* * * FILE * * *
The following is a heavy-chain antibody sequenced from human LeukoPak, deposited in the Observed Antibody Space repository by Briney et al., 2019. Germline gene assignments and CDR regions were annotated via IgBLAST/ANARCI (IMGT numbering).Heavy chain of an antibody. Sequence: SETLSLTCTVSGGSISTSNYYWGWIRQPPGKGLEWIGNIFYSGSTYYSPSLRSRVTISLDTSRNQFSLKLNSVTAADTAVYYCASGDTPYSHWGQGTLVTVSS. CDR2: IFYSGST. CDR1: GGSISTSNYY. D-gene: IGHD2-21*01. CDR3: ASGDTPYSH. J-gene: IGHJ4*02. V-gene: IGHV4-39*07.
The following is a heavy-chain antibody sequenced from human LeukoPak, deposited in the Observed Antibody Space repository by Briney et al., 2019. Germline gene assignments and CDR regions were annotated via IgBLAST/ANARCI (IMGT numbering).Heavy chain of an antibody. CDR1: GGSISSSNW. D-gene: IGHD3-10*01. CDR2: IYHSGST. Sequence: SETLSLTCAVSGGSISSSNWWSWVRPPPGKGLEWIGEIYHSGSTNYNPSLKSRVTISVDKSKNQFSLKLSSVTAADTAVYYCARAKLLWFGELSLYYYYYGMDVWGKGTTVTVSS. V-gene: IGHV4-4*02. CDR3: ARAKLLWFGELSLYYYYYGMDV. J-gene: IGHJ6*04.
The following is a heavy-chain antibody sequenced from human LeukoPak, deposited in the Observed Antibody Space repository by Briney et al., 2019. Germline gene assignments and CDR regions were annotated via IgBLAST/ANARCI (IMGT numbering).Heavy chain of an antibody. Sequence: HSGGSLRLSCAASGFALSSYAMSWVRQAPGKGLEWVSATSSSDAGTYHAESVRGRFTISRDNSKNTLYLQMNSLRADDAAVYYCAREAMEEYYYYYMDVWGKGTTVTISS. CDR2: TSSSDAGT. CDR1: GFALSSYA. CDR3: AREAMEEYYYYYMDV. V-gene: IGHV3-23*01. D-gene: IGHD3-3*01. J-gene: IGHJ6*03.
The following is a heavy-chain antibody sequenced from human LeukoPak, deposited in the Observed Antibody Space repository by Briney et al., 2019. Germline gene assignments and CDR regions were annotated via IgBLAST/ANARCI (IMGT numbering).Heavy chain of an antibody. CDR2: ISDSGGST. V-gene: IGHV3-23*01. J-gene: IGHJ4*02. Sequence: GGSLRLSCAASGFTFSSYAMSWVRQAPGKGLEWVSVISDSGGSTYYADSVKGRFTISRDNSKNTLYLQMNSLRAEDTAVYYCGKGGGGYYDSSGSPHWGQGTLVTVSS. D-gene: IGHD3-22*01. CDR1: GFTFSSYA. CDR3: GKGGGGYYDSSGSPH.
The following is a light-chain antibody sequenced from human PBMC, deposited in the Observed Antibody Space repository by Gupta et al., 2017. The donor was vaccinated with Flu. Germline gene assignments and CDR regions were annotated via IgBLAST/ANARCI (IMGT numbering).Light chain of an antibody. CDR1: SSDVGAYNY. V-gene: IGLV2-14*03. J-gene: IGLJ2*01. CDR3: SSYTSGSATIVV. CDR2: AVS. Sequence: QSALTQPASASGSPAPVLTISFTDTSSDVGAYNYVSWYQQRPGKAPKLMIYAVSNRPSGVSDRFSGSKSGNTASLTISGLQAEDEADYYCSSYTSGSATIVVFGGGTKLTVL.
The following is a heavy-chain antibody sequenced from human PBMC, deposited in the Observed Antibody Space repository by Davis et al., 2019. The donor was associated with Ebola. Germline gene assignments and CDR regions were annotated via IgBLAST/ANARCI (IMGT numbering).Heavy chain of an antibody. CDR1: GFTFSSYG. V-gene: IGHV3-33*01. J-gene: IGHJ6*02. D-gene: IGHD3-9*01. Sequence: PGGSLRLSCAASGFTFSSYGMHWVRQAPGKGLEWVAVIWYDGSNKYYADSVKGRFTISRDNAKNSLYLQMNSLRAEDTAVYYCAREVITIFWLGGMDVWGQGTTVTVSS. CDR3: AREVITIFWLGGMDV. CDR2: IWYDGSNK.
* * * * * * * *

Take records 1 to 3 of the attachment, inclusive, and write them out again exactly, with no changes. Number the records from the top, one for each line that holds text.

The following is a heavy-chain antibody sequenced from human LeukoPak, deposited in the Observed Antibody Space repository by Briney et al., 2019. Germline gene assignments and CDR regions were annotated via IgBLAST/ANARCI (IMGT numbering).Heavy chain of an antibody. Sequence: SETLSLTCTVSGGSISTSNYYWGWIRQPPGKGLEWIGNIFYSGSTYYSPSLRSRVTISLDTSRNQFSLKLNSVTAADTAVYYCASGDTPYSHWGQGTLVTVSS. CDR2: IFYSGST. CDR1: GGSISTSNYY. D-gene: IGHD2-21*01. CDR3: ASGDTPYSH. J-gene: IGHJ4*02. V-gene: IGHV4-39*07.
The following is a heavy-chain antibody sequenced from human LeukoPak, deposited in the Observed Antibody Space repository by Briney et al., 2019. Germline gene assignments and CDR regions were annotated via IgBLAST/ANARCI (IMGT numbering).Heavy chain of an antibody. CDR1: GGSISSSNW. D-gene: IGHD3-10*01. CDR2: IYHSGST. Sequence: SETLSLTCAVSGGSISSSNWWSWVRPPPGKGLEWIGEIYHSGSTNYNPSLKSRVTISVDKSKNQFSLKLSSVTAADTAVYYCARAKLLWFGELSLYYYYYGMDVWGKGTTVTVSS. V-gene: IGHV4-4*02. CDR3: ARAKLLWFGELSLYYYYYGMDV. J-gene: IGHJ6*04.
The following is a heavy-chain antibody sequenced from human LeukoPak, deposited in the Observed Antibody Space repository by Briney et al., 2019. Germline gene assignments and CDR regions were annotated via IgBLAST/ANARCI (IMGT numbering).Heavy chain of an antibody. Sequence: HSGGSLRLSCAASGFALSSYAMSWVRQAPGKGLEWVSATSSSDAGTYHAESVRGRFTISRDNSKNTLYLQMNSLRADDAAVYYCAREAMEEYYYYYMDVWGKGTTVTISS. CDR2: TSSSDAGT. CDR1: GFALSSYA. CDR3: AREAMEEYYYYYMDV. V-gene: IGHV3-23*01. D-gene: IGHD3-3*01. J-gene: IGHJ6*03.